Estimating the Value of Offshore Wind Along the United States’ Eastern Coast

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Journal Article

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Offshore wind power deployment has been concentrated in Europe, and remains limited in other areas of the world. Among the many challenges to deployment is the need to understand the value that offshore wind provides within electricity markets. This article develops a rigorous method to assess the economic value of offshore wind along the eastern coastline of the United States, seeking improved understanding of how the value of offshore wind varies both geographically and over time, and what has driven that variation. The article uses historical (2007-2016) weather data at thousands of potential offshore wind sites, combined with historical wholesale electricity market outcomes and renewable energy certificate (REC) prices at hundreds of possible transmission interconnection points. We find that the average historical market value of offshore wind from 2007-2016—considering energy, capacity, and RECs—varies significantly by project location, from $40/MWh to more than $110/MWh, and is highest for sites off of New York, Connecticut, Rhode Island, and Massachusetts. As energy and REC prices have fallen in recent years, so too has the market value of offshore wind. The historical value of offshore wind is found to exceed that of onshore wind, due to offshore wind sites being located more favorably in terms of constrained pricing points, and also due to a more-favorable temporal profile of electricity production. Finally, we explore multiple ways to enhance the value proposition for offshore wind, including strategies associated with interconnecting to higher-priced locations and the addition of electrical storage. Whether any of these strategies, and offshore wind more generally, is economically attractive will depend on tradeoffs between value and cost. Cost reductions that approximate those witnessed recently in Europe may be needed for offshore wind to offer a credible economic value proposition on a widespread basis in the United States.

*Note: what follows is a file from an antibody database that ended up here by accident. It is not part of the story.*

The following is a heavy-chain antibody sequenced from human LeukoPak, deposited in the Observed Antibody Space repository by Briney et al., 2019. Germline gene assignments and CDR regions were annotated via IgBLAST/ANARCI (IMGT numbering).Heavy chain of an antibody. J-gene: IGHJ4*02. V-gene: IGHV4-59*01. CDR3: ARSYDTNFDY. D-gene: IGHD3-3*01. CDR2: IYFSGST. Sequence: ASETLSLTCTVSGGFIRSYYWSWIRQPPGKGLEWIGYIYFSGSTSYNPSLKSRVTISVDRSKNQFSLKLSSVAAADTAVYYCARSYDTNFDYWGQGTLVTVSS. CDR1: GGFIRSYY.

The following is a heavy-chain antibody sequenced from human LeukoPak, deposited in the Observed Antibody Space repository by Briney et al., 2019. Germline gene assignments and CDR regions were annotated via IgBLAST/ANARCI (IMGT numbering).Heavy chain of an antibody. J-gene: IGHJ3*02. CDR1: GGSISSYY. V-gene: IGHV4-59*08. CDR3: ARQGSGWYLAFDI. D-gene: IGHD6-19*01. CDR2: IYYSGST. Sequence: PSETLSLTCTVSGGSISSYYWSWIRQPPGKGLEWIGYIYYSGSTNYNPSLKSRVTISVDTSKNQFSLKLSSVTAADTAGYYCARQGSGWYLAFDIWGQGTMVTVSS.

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An open access version of this article can be found here. A webinar recorded on April 26, 2018 summarizing the results of this study can be found here


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